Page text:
|Elevation||17 m (56 ft)|
|• Official||Bengali, English|
|Time zone||IST (UTC+5:30)|
|Lok Sabha constituency||Baharampur|
|Vidhan Sabha constituency||Baharampur|
Kasim Bazar or Cossimbazar, or Kasimbazar is a census town in Murshidabad in the Indian state of West Bengal. The town on the river Bhagirathi in the Murshidabad district of West Bengal, India, at one time included in the Berhampore municipality. In 1901 its population was just 1,262.
Cossimbazar is located at. It has an average elevation of 17 metres (56 feet).
As of 2001[update] India census, Kasim Bazar had a population of 10,175. Males constitute 52% of the population and females 48%. Kasim Bazar has an average literacy rate of 78%, higher than the national average of 59.5%: male literacy is 83%, and female literacy is 72%. In Kasim Bazar, 9% of the population is under 6 years of age.
Though the history of the place cannot be traced back earlier than the 17th century, it was of great importance long before the foundation of Murshidabad. From the first European traders set up factories here, and after the ruin of Satgaon by the silting up of the mouth of the Saraswati river it gained a position, as the great trading centre of Bengal, which was not challenged until after the foundation of Calcutta. In 1658 the first English agent was established at Cossimbazar, and in 1667 the chief of the factory there became an ex officio member of council. In English documents of this period, and till the early 19th century, the Bhagirathi was described as the “Cossimbazar river”, and the triangular piece of land between the Bhagirathi, Padma and Jalangi, on which the city stands, as the island of Cossimbazar. The proximity of the factory to Murshidabad, the capital of the Nawabs of Bengal, while it was the main source of its wealth and of its political importance, exposed it to a constant risk of attack. Thus in 1757 it was the first East India Company factory to be taken by Siraj-ud-dowlah, the Nawab; and the resident with his assistant Warren Hastings were taken as prisoners to Murshidabad.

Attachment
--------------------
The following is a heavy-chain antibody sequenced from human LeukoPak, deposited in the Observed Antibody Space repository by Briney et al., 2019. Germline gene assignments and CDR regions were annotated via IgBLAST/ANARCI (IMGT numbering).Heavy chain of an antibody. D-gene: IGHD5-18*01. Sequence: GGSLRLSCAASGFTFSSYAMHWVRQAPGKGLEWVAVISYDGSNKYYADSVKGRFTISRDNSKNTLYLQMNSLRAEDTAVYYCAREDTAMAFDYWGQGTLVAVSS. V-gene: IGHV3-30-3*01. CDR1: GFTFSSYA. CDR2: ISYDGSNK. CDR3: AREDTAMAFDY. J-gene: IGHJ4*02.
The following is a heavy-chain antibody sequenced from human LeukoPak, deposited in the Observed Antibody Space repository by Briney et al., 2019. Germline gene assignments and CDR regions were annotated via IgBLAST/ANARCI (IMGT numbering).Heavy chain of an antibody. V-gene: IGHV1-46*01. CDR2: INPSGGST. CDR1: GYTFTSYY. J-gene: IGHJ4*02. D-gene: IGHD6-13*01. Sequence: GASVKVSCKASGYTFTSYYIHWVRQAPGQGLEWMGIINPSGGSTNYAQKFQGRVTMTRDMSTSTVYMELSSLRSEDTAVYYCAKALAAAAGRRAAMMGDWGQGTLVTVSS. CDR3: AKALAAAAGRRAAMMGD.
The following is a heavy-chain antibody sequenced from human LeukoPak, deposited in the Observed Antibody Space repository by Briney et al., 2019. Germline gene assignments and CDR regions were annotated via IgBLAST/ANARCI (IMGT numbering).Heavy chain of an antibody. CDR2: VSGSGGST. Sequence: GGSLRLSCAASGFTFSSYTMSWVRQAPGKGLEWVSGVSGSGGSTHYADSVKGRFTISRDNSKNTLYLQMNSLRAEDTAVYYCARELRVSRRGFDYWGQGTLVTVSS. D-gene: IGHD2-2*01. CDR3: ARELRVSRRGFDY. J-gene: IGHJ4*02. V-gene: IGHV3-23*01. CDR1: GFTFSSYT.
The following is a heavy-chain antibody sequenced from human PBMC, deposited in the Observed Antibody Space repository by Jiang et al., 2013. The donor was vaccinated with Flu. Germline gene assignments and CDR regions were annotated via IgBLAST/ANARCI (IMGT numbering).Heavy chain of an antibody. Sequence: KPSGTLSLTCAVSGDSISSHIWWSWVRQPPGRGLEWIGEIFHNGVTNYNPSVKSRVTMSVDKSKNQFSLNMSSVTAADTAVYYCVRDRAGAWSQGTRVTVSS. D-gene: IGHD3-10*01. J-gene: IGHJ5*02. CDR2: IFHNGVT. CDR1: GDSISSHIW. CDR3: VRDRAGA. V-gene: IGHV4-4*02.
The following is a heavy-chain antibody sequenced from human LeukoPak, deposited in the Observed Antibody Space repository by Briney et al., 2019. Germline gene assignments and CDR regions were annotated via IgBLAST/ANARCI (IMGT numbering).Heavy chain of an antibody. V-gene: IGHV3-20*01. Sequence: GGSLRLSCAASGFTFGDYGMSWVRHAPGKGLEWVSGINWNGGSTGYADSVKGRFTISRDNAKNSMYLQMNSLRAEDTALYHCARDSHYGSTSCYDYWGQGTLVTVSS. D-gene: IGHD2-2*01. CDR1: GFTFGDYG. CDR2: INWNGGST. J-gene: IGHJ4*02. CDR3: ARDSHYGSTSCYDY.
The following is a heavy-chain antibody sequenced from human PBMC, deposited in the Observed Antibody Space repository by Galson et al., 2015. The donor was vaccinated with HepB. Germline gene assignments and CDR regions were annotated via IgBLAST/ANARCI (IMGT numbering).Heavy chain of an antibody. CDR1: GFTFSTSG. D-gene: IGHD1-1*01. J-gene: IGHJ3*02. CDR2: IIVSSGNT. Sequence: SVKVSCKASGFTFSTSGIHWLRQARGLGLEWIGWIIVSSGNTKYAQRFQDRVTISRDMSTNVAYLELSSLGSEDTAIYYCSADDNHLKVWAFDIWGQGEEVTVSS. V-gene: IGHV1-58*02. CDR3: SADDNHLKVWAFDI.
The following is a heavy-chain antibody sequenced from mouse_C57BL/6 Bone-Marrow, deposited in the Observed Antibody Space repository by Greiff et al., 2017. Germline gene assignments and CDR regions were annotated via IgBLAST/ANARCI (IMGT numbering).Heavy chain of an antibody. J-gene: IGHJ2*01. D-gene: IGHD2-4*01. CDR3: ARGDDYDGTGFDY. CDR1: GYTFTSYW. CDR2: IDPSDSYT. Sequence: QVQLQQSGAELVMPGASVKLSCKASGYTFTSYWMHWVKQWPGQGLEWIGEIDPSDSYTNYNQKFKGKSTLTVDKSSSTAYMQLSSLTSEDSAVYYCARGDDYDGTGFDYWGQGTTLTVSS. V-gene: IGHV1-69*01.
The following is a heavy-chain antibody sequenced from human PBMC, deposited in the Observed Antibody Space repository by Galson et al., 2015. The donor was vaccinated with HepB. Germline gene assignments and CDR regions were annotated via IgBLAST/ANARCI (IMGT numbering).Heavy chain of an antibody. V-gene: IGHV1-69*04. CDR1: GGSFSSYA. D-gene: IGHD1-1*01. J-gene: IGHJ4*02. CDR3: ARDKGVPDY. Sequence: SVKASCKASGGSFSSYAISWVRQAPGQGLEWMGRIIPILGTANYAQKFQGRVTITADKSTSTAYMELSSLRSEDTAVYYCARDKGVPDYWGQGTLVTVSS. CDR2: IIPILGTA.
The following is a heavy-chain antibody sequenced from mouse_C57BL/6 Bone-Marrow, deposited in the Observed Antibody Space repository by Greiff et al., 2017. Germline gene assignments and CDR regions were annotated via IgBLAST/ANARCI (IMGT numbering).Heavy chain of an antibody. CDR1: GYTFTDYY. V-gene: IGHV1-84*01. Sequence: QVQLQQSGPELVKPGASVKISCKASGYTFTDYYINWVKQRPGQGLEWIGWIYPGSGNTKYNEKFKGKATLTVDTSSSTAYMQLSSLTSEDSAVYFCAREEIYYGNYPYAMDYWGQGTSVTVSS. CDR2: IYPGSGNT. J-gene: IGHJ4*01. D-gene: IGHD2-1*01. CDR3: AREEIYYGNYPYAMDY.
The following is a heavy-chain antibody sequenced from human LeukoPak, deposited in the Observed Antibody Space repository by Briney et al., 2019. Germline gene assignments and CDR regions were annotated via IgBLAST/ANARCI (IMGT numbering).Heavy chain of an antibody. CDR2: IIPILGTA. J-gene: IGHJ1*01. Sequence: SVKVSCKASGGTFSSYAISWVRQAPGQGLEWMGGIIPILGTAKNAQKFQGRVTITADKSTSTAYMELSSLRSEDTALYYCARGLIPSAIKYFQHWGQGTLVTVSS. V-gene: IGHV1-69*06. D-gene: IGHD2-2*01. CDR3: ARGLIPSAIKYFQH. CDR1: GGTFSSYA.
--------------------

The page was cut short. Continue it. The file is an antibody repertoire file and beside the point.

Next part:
At the beginning of the 19th century the city still flourished; as late as 1811 it was described as famous for its silks, hosiery, koras and beautiful ivory work. However, its once healthy climate gradually worsened,and, probably because of endemic malaria, the area of cultivated land round it shrank drasticly. Jungle took its place, and in 1813 its ruin was completed by a sudden change in the course of the Bhagirathi. A new channel formed 3 miles from the old town, leaving an evil-smelling swamp around the ancient wharves. Of its splendid buildings the fine palace of the Maharaja of Cossimbazar alone remained, the rest being in ruins or represented only by great mounds of earth. The first wife of Warren Hastings was buried at Cossimbazar, where her tomb with its inscription still remained in the early 20th century.
- "Census of India 2001: Data from the 2001 Census, including cities, villages and towns (Provisional)". Census Commission of India. Archived from the original on 2004-06-16. Retrieved 2008-11-01.
- This article incorporates text from a publication now in the public domain: Chisholm, Hugh, ed. (1911). Encyclopædia Britannica (11th ed.). Cambridge University Press.